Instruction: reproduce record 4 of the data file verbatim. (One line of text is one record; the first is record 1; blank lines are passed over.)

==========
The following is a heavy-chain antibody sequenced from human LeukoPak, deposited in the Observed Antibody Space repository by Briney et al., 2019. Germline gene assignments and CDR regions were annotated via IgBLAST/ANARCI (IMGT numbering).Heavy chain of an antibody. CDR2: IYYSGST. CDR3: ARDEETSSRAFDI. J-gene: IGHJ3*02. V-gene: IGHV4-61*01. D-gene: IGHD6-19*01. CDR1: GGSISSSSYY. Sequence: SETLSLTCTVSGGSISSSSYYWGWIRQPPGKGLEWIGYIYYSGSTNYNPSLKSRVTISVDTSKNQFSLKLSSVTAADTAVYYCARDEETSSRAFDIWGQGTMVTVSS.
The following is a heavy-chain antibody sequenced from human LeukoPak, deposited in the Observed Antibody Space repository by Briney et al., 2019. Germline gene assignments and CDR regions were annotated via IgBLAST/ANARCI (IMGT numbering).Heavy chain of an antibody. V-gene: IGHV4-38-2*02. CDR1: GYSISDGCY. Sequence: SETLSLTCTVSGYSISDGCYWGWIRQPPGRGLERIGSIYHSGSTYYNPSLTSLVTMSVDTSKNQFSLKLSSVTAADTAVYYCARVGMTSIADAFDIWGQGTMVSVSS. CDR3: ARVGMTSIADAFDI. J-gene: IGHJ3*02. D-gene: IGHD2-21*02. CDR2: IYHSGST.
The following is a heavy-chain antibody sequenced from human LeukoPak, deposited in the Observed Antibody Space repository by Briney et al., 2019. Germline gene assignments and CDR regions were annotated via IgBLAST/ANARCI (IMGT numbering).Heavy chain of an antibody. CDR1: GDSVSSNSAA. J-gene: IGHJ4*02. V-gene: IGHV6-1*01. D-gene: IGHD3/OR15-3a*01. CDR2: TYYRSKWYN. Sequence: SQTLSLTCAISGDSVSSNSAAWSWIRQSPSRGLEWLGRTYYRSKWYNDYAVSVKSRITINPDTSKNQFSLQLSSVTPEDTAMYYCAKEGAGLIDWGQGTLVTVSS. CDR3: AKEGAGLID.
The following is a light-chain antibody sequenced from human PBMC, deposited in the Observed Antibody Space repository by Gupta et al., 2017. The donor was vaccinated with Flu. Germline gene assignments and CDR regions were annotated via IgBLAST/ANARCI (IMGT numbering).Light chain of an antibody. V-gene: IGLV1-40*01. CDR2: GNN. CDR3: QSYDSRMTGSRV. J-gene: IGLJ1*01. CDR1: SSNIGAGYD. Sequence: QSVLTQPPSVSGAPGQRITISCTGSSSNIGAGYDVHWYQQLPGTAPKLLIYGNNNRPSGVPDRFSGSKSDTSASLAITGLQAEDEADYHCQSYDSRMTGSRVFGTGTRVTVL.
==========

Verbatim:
The following is a light-chain antibody sequenced from human PBMC, deposited in the Observed Antibody Space repository by Gupta et al., 2017. The donor was vaccinated with Flu. Germline gene assignments and CDR regions were annotated via IgBLAST/ANARCI (IMGT numbering).Light chain of an antibody. V-gene: IGLV1-40*01. CDR2: GNN. CDR3: QSYDSRMTGSRV. J-gene: IGLJ1*01. CDR1: SSNIGAGYD. Sequence: QSVLTQPPSVSGAPGQRITISCTGSSSNIGAGYDVHWYQQLPGTAPKLLIYGNNNRPSGVPDRFSGSKSDTSASLAITGLQAEDEADYHCQSYDSRMTGSRVFGTGTRVTVL.